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Smelly T-shirts


There’s nothing as refreshing as leaving the digs at 7am and watching as the world sets off for the day. It’s beautiful at that time; the orange sunlight, the cool breeze and the assortment of people you meet at that time, from Mama Mboga opening her joint to a secretary in a short skirt who has to lick someone else’s grown-up parts to get a promotion. And then there’s me. You’ll see my ilk. A student beat up with life heading to an 8am class. He will be wearing a t-shirt (preferably black) with some khakis, polo shoes and probably those caps kids are wearing these days, you know, the ones 45 year old Kikuyu men wear. Apparently, it’s trending in fashion now. His hair will be longer because that’s just what his age demands. It may be unkempt too. The t-shirt will have a hint of sweat, not so much that will irritate people around him. No. Just a little that only he can feel ‘cause it won’t be the first time he’s worn it that week.

He will board the matatu with you. Maybe even sit beside you. You’ll like his shoes. You’ll match them to the khakis you bought at Ngara and the shirt babe bought you a month ago. You’ll want to compliment them but you can’t. (Unwritten public transport rules dictates that you don’t compliment you’re a fellow male neighbor. If you do, you’re either: 1. A thief 2. A gay man. And for both, you might end up getting lynched.) You’ll want to wear them to church. It’ll be the first thing you text babe that morning.

Babe, I saw someone with shoes that would go really well with that shirt you bought me.”


“A guy. Don’t be insecure.”

“I’m not.”


I digress though.

He will look at you subtly with the side eye (you won’t even notice) and judge you. You with your suit and tie and polished shoes. You with your nice watch and expensive perfume. He will think your life is better, that because you’re laughing to Maina and Kingangi’s show, you’re living the utopian life. Poor him, he’s naivety blinds him. He doesn’t know what he has. He can’t see it. A classic example of that “nyani haoni kundule” maxim. He can’t see all he has to do is study. That, and probably a little marijuana to keep him sane during those intense exam days. All he has to focus on is assignments. He shouldn’t worry about rent, bills et al. All he has to do is see what he has and freakin’ study!

As is what is life today; always looking at what we don’t have. And not because we need it, but because a neighbor has it. Jealousy and green runs the world today. It’s depressing. Especially with us young people. We want everything now. No patience. We want the gain without the pain. We are hungry. Hungry for money. Hungry for power. Hungry for fame. We dumped patience in the toilet and flushed it. And when it didn’t go away, we flushed again. And this time, it went for good. We did the same with morals, respect and sheer hard work. I cannot count the number of times I’ve heard, “Na hawa watoto wa siku hizi…” from the older generation. Sure, sometimes it’s not justified but most of the time it is. It’s a conundrum. We have lost our way. We’re drinking and smoking everything that can be drank and smoked. We’re sleeping with anything with fanny parts. And we’re repeating these everyday because… wait, there’s no reason. It’s just bad influence. Debauchery has left us as shells of beings. Diseases are on the rise. Unplanned kids are roaming the streets and it gets worse, we have no regrets. Given a second chance we would repeat all these.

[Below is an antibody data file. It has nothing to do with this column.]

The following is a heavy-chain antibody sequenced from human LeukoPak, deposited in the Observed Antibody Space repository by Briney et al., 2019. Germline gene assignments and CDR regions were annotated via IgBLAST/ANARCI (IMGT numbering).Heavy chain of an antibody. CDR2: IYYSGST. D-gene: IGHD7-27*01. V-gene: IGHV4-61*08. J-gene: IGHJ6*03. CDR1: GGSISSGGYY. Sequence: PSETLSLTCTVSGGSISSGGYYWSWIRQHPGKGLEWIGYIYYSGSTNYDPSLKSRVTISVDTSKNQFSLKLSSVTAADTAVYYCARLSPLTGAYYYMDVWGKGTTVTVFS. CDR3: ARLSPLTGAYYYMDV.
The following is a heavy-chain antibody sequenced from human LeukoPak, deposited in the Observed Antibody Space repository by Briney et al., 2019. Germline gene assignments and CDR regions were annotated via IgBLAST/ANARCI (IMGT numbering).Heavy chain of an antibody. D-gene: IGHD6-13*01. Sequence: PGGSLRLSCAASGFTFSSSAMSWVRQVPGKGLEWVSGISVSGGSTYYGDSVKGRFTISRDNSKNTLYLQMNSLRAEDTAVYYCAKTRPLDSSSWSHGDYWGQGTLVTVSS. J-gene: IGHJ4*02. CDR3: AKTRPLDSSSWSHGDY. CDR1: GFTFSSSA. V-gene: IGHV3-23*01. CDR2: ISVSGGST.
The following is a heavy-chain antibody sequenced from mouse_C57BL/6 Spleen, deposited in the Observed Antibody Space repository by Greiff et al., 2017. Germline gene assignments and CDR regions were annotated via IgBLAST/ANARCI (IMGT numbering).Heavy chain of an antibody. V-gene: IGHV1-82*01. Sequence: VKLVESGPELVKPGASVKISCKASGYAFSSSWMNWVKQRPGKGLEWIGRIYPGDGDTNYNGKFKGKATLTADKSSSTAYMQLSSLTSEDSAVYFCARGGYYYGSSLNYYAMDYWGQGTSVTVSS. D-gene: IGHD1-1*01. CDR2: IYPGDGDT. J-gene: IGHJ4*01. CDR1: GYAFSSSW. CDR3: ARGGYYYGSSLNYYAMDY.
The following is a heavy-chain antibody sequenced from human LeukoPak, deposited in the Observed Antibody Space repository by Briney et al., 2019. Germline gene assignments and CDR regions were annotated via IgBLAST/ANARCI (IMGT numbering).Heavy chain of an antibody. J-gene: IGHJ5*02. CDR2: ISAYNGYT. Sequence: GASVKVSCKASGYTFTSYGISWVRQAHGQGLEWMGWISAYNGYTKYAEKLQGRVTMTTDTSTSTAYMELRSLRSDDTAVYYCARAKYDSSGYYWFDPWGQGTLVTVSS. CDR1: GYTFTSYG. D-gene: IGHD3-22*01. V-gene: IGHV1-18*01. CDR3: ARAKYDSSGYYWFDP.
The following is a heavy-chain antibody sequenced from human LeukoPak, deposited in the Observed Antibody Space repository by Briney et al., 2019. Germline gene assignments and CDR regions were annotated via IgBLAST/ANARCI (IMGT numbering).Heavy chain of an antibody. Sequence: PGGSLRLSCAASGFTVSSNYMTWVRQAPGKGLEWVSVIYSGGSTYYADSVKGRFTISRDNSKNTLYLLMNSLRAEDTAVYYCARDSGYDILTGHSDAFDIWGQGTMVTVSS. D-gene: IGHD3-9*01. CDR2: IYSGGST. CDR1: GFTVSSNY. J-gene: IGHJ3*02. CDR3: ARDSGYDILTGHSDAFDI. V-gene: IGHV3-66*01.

Just so you’re thinking, “This phony here, preaching water and drinking vodka…”, I’m not attacking us millennials. In fact, I’m glad I’m a generation Y. Those stories our parents have told us of ati walking 15 km every day to school and back made me feel lucky. I’ve been caught up in this malicious web too, the partying and all. I’ve decided to give it a break more times than I’ve watched corruption scandals on TV. And I have, at least for a while and then I fall off the wagon, back to square one. I know, don’t say it. It’s just influence. And I tell you the influence is strong. The need to sway with the majority is overwhelming. It goes beyond our (my) control. I try to fight it though. A lot and hard. And I think that counts for something. It has to. But as for now, I’m off the wagon. I hope to get back on it soon and to bring in a few people with me in too.

Join me?

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King is a mad writer on the loose. He is suspected to have lost his mind a few years after he was born. Since then, he has been writing his mind almost everywhere he can put his pen on. Someone – a government, a state, a police force, a parent, a teacher, a rabbi, a president, a sacco, a doctor, a deranged ex, a church, a therapist, or anyone with a bit of power bestowed upon them – should reprimand him and help him.

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